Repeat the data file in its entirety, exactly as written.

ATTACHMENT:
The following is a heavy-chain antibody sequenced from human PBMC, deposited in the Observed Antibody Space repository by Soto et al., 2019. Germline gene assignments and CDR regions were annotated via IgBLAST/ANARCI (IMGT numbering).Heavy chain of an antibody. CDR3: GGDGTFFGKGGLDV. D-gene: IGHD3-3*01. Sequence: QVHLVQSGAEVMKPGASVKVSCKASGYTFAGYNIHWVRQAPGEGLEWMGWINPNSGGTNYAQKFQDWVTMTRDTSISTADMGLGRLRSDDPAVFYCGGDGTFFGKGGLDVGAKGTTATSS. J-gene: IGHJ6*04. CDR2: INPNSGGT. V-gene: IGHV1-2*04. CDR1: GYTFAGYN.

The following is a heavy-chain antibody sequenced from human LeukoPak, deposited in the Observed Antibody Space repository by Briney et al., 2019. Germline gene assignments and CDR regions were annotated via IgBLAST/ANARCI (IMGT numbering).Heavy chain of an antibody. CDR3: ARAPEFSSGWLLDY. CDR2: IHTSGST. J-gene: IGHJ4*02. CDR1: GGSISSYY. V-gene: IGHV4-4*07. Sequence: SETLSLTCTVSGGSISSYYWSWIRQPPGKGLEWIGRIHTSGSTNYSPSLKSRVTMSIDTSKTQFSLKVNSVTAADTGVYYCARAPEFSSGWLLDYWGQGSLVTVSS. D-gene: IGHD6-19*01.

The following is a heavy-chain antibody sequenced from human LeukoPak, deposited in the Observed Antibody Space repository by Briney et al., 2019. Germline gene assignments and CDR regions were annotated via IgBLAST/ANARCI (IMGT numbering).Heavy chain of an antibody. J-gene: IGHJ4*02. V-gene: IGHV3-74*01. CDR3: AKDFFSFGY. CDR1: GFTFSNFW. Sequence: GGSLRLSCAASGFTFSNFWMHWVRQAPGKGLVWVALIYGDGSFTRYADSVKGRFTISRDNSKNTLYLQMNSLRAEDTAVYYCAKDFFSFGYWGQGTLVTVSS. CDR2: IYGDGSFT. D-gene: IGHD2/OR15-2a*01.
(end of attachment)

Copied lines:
The following is a heavy-chain antibody sequenced from human PBMC, deposited in the Observed Antibody Space repository by Soto et al., 2019. Germline gene assignments and CDR regions were annotated via IgBLAST/ANARCI (IMGT numbering).Heavy chain of an antibody. CDR3: GGDGTFFGKGGLDV. D-gene: IGHD3-3*01. Sequence: QVHLVQSGAEVMKPGASVKVSCKASGYTFAGYNIHWVRQAPGEGLEWMGWINPNSGGTNYAQKFQDWVTMTRDTSISTADMGLGRLRSDDPAVFYCGGDGTFFGKGGLDVGAKGTTATSS. J-gene: IGHJ6*04. CDR2: INPNSGGT. V-gene: IGHV1-2*04. CDR1: GYTFAGYN.

The following is a heavy-chain antibody sequenced from human LeukoPak, deposited in the Observed Antibody Space repository by Briney et al., 2019. Germline gene assignments and CDR regions were annotated via IgBLAST/ANARCI (IMGT numbering).Heavy chain of an antibody. CDR3: ARAPEFSSGWLLDY. CDR2: IHTSGST. J-gene: IGHJ4*02. CDR1: GGSISSYY. V-gene: IGHV4-4*07. Sequence: SETLSLTCTVSGGSISSYYWSWIRQPPGKGLEWIGRIHTSGSTNYSPSLKSRVTMSIDTSKTQFSLKVNSVTAADTGVYYCARAPEFSSGWLLDYWGQGSLVTVSS. D-gene: IGHD6-19*01.

The following is a heavy-chain antibody sequenced from human LeukoPak, deposited in the Observed Antibody Space repository by Briney et al., 2019. Germline gene assignments and CDR regions were annotated via IgBLAST/ANARCI (IMGT numbering).Heavy chain of an antibody. J-gene: IGHJ4*02. V-gene: IGHV3-74*01. CDR3: AKDFFSFGY. CDR1: GFTFSNFW. Sequence: GGSLRLSCAASGFTFSNFWMHWVRQAPGKGLVWVALIYGDGSFTRYADSVKGRFTISRDNSKNTLYLQMNSLRAEDTAVYYCAKDFFSFGYWGQGTLVTVSS. CDR2: IYGDGSFT. D-gene: IGHD2/OR15-2a*01.